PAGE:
Western Esotericism: A Concise History (SUNY Series in Western Esoteric Traditions)
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Widely received in France, this brief, comprehensive introduction to Western esotericism by the founder of the field is at last available in English. A historical and pedagogical guide, the book is written primarily for students and novices. In clear, precise language, author Antoine Faivre provides an overview of Western esoteric currents since late antiquity. The bulk of the book is laid out chronologically, from ancient and medieval sources (Alexandrian hermetism, gnosticism, neoplatonism), through the Renaissance up to the present time. Its coverage includes spiritual alchemy, Jewish and Christian Kabbalah, Christian theosophy, Rosicrucianism, Illuminism, mystical Free-Masonry, the Occultist current, Theosophical and Anthroposophical Societies, the Traditionalist School, and esotericism in contemporary initiatic societies and in New Religious Movements. Faivre explores how these currents are connected, and refers to where they appear in art and literature. The book concludes with an annotated bibliography, which makes it an essential resource for beginners and scholars alike."
counter-culture or a “counter-tradition” that would, by its very nature, have opposed the religious powers in place (it is obviously necessary, however, to study the complex relationships that they maintained with established institutions); nor was this the case for a number of them in the course of the last three centuries. Hence, for the eighteenth century, a “pivotal” period, we cannot talk about an “esoteric front” opposing the defenders of “reason,” because, there again, examination of the
this Hermes would have been one of the links in a chain of prestigious names. In the Renaissance, this characteristic represents one of the ways in which several modern esoteric currents would orientate their obsessive quest for origins. Hence, the rediscovery of Alexandrian 35 Hermetism contributed to give rise to a form of religious universalism previously espoused by Nicholas of Cusa (chapter 1, section II, 2). As a result, Hermetism would subsequently flourish best in periods of tolerance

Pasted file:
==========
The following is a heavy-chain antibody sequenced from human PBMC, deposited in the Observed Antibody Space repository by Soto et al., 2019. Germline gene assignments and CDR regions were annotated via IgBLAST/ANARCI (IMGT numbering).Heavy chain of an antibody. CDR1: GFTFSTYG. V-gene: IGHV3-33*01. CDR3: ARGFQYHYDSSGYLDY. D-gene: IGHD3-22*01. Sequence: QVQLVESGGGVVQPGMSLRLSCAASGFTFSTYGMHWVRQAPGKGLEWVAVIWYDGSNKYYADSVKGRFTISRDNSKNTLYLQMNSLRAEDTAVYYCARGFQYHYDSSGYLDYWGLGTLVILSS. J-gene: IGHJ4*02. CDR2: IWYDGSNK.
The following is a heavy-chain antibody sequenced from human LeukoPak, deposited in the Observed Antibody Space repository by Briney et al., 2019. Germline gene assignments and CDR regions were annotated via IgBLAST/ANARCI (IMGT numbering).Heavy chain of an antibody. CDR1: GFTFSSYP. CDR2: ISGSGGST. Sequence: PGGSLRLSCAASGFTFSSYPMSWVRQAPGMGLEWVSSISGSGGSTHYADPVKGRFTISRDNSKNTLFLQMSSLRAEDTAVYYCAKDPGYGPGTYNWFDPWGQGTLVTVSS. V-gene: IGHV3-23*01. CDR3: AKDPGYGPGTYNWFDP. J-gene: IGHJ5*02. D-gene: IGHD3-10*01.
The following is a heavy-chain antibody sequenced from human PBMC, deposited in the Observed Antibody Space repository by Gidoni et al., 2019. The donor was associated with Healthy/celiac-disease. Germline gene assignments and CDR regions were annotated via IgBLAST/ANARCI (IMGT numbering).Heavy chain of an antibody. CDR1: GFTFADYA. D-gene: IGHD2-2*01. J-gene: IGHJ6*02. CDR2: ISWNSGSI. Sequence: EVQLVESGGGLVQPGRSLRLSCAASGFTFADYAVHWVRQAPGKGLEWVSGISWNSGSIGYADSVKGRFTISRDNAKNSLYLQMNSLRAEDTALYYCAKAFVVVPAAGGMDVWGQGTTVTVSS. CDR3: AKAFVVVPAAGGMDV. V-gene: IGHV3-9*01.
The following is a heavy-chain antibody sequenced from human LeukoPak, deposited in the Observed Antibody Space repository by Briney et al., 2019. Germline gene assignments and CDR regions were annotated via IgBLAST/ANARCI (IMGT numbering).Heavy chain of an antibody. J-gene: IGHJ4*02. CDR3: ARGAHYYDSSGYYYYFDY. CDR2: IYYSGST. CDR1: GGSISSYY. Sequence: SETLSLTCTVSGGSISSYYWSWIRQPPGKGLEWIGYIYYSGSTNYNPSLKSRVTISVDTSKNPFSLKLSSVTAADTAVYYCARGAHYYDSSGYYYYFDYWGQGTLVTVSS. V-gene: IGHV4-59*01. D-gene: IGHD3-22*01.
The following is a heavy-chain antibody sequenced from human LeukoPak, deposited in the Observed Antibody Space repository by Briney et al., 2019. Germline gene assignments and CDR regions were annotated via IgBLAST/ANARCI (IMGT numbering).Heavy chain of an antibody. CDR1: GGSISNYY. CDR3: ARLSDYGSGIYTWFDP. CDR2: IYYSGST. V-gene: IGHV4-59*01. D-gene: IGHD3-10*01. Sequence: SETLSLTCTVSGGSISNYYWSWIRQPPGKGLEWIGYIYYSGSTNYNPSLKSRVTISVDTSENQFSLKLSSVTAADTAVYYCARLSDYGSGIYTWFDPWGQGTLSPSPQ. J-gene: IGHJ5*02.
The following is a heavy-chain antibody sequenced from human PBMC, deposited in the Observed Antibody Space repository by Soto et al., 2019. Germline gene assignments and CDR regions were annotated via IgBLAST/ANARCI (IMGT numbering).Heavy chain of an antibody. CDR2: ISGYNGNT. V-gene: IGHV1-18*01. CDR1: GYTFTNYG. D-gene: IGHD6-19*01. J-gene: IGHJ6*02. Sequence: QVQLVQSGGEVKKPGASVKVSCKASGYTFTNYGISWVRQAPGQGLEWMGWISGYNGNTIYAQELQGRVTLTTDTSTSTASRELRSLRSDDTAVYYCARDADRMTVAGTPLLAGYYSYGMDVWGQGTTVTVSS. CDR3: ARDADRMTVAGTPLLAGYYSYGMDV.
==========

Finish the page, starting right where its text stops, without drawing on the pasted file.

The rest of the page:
entered into the common stock of ideas from which many took their religious bearings on life. 4. Esotericism on the Edge of Naturphilosophie (1815–1857) In the Germany of this period appeared translations of books by SaintMartin (G. H. von Schubert [supra, 3] is the author of one of them). The theosopher from Frankfurt Johann Friedrich von Meyer (supra, 3), of subtle and varied works, the first translator into German of the Sepher Yetzirah (chapter 1, section III, 1) and especially the author of
Pythagoras, Plato, and Jesus). At the end of the century, the emergence of a science of comparative religions and the assembly of a great Parliament of Religions in Chicago (1893) contributed to the dissemination of the expression “Primordial Tradition.” 2. Advent of Spiritualism and Occultism (1847–1860) During the first half of the century, animal magnetism had met (section I, 3) with wonderful success, one of the original forms that it had taken being narratives, by “magnetized” subjects,
constituted associations are various forms of “Fraternities,” “Fellowships,” and esoteric study groups. Thus, E S O T E R I C I S M S O F T H E T W E N T I E T H C E N T U RY ❖ 101 Gurdjieff (section I, 3), established in France in 1922, founded his “Priory” in Avon and in 1933 settled definitively in Paris. In 1915, he met Ouspensky (section I, 3), to whom we owe a detailed relation of the master’s words as well as the “work” practiced in the “Gurdjieff groups.” This “work” rests on a sort